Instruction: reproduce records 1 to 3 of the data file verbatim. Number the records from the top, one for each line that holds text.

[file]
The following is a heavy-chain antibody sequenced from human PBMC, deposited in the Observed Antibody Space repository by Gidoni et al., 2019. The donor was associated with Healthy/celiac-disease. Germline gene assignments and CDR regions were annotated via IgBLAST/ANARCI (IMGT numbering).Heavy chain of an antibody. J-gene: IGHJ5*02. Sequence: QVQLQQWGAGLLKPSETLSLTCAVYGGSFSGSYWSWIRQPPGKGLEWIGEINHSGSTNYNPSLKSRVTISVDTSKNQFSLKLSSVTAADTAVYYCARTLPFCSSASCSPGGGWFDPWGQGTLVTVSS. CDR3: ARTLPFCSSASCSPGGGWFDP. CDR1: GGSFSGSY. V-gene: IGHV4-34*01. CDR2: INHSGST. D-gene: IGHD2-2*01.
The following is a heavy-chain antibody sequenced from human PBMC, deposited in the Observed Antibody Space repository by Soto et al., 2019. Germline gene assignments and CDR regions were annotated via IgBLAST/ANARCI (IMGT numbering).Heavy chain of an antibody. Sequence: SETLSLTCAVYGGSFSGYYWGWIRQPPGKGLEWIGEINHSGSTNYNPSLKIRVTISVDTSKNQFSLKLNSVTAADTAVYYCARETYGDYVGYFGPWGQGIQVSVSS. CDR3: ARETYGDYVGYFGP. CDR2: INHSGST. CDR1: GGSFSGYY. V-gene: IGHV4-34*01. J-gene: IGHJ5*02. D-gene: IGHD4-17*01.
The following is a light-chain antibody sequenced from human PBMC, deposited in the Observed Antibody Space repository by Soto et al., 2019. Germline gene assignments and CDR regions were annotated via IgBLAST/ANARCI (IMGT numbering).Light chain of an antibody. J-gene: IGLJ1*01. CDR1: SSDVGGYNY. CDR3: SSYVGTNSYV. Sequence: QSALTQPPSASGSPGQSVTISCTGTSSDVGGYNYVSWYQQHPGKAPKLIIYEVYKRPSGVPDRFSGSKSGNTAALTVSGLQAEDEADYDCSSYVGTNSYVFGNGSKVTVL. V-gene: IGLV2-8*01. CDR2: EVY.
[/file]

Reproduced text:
The following is a heavy-chain antibody sequenced from human PBMC, deposited in the Observed Antibody Space repository by Gidoni et al., 2019. The donor was associated with Healthy/celiac-disease. Germline gene assignments and CDR regions were annotated via IgBLAST/ANARCI (IMGT numbering).Heavy chain of an antibody. J-gene: IGHJ5*02. Sequence: QVQLQQWGAGLLKPSETLSLTCAVYGGSFSGSYWSWIRQPPGKGLEWIGEINHSGSTNYNPSLKSRVTISVDTSKNQFSLKLSSVTAADTAVYYCARTLPFCSSASCSPGGGWFDPWGQGTLVTVSS. CDR3: ARTLPFCSSASCSPGGGWFDP. CDR1: GGSFSGSY. V-gene: IGHV4-34*01. CDR2: INHSGST. D-gene: IGHD2-2*01.
The following is a heavy-chain antibody sequenced from human PBMC, deposited in the Observed Antibody Space repository by Soto et al., 2019. Germline gene assignments and CDR regions were annotated via IgBLAST/ANARCI (IMGT numbering).Heavy chain of an antibody. Sequence: SETLSLTCAVYGGSFSGYYWGWIRQPPGKGLEWIGEINHSGSTNYNPSLKIRVTISVDTSKNQFSLKLNSVTAADTAVYYCARETYGDYVGYFGPWGQGIQVSVSS. CDR3: ARETYGDYVGYFGP. CDR2: INHSGST. CDR1: GGSFSGYY. V-gene: IGHV4-34*01. J-gene: IGHJ5*02. D-gene: IGHD4-17*01.
The following is a light-chain antibody sequenced from human PBMC, deposited in the Observed Antibody Space repository by Soto et al., 2019. Germline gene assignments and CDR regions were annotated via IgBLAST/ANARCI (IMGT numbering).Light chain of an antibody. J-gene: IGLJ1*01. CDR1: SSDVGGYNY. CDR3: SSYVGTNSYV. Sequence: QSALTQPPSASGSPGQSVTISCTGTSSDVGGYNYVSWYQQHPGKAPKLIIYEVYKRPSGVPDRFSGSKSGNTAALTVSGLQAEDEADYDCSSYVGTNSYVFGNGSKVTVL. V-gene: IGLV2-8*01. CDR2: EVY.